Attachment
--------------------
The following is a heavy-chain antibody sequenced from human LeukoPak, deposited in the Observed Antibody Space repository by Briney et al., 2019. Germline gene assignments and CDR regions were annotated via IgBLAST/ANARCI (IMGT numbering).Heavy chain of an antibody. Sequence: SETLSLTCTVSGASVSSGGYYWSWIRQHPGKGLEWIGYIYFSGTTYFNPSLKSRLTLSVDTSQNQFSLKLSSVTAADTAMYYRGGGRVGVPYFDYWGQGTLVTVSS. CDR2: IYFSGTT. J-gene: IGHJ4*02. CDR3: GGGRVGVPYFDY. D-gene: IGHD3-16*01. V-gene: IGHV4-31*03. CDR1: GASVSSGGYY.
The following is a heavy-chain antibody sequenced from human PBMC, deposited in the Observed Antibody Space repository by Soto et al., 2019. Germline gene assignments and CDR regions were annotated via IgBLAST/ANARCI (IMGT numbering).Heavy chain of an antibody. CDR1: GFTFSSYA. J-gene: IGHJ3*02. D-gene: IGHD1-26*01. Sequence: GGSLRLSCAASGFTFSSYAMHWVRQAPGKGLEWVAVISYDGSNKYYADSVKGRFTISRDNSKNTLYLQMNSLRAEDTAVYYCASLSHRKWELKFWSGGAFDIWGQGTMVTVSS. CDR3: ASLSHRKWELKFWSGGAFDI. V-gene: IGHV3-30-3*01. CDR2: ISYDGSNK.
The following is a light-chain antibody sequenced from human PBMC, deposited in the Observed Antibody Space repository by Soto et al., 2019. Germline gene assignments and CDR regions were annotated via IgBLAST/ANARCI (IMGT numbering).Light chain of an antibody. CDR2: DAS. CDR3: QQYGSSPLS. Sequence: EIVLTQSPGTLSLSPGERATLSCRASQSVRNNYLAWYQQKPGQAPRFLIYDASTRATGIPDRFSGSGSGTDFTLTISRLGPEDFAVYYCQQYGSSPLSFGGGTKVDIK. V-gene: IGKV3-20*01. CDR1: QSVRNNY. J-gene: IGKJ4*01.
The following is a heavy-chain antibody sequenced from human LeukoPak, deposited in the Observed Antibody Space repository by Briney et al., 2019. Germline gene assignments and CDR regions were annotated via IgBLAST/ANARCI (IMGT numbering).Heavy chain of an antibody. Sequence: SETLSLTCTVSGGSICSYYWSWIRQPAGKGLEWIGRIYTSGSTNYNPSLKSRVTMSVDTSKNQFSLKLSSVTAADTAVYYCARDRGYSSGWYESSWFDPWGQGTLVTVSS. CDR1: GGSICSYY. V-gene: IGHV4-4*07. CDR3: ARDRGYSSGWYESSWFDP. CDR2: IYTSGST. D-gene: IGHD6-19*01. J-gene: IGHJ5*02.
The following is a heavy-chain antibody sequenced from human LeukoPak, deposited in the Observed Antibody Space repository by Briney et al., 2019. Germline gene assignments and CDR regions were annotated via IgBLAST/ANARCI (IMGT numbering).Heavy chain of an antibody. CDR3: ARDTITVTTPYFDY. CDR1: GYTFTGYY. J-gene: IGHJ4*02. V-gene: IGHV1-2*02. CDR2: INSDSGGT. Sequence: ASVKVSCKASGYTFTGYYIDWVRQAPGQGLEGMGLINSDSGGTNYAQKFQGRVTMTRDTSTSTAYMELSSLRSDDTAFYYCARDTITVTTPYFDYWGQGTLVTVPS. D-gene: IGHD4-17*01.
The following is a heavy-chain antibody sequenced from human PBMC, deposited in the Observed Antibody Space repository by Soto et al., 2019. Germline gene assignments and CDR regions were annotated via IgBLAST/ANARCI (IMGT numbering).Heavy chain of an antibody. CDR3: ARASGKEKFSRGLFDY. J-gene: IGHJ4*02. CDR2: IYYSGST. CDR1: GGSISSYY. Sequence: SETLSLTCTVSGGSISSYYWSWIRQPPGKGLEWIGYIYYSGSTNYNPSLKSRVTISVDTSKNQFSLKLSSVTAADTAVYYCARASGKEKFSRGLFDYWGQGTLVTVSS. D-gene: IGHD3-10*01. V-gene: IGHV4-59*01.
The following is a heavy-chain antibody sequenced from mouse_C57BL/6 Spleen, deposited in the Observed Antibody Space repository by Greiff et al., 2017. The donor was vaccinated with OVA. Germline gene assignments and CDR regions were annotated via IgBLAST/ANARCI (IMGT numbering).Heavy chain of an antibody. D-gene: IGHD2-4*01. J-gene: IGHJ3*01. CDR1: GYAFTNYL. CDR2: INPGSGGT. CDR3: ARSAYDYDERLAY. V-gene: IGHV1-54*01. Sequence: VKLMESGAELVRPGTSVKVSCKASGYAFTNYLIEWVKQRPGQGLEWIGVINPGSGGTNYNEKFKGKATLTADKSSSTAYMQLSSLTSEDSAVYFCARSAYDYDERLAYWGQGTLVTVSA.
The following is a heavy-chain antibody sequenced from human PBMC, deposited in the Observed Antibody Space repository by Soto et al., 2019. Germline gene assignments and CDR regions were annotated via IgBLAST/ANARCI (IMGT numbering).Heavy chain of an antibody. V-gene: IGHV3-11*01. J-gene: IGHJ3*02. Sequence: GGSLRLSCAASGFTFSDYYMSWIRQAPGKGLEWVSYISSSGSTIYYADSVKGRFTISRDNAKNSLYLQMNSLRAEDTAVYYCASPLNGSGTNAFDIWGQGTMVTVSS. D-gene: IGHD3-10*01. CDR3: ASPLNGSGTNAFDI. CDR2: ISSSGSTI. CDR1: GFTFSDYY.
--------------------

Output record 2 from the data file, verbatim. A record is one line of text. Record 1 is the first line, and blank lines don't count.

The following is a heavy-chain antibody sequenced from human PBMC, deposited in the Observed Antibody Space repository by Soto et al., 2019. Germline gene assignments and CDR regions were annotated via IgBLAST/ANARCI (IMGT numbering).Heavy chain of an antibody. CDR1: GFTFSSYA. J-gene: IGHJ3*02. D-gene: IGHD1-26*01. Sequence: GGSLRLSCAASGFTFSSYAMHWVRQAPGKGLEWVAVISYDGSNKYYADSVKGRFTISRDNSKNTLYLQMNSLRAEDTAVYYCASLSHRKWELKFWSGGAFDIWGQGTMVTVSS. CDR3: ASLSHRKWELKFWSGGAFDI. V-gene: IGHV3-30-3*01. CDR2: ISYDGSNK.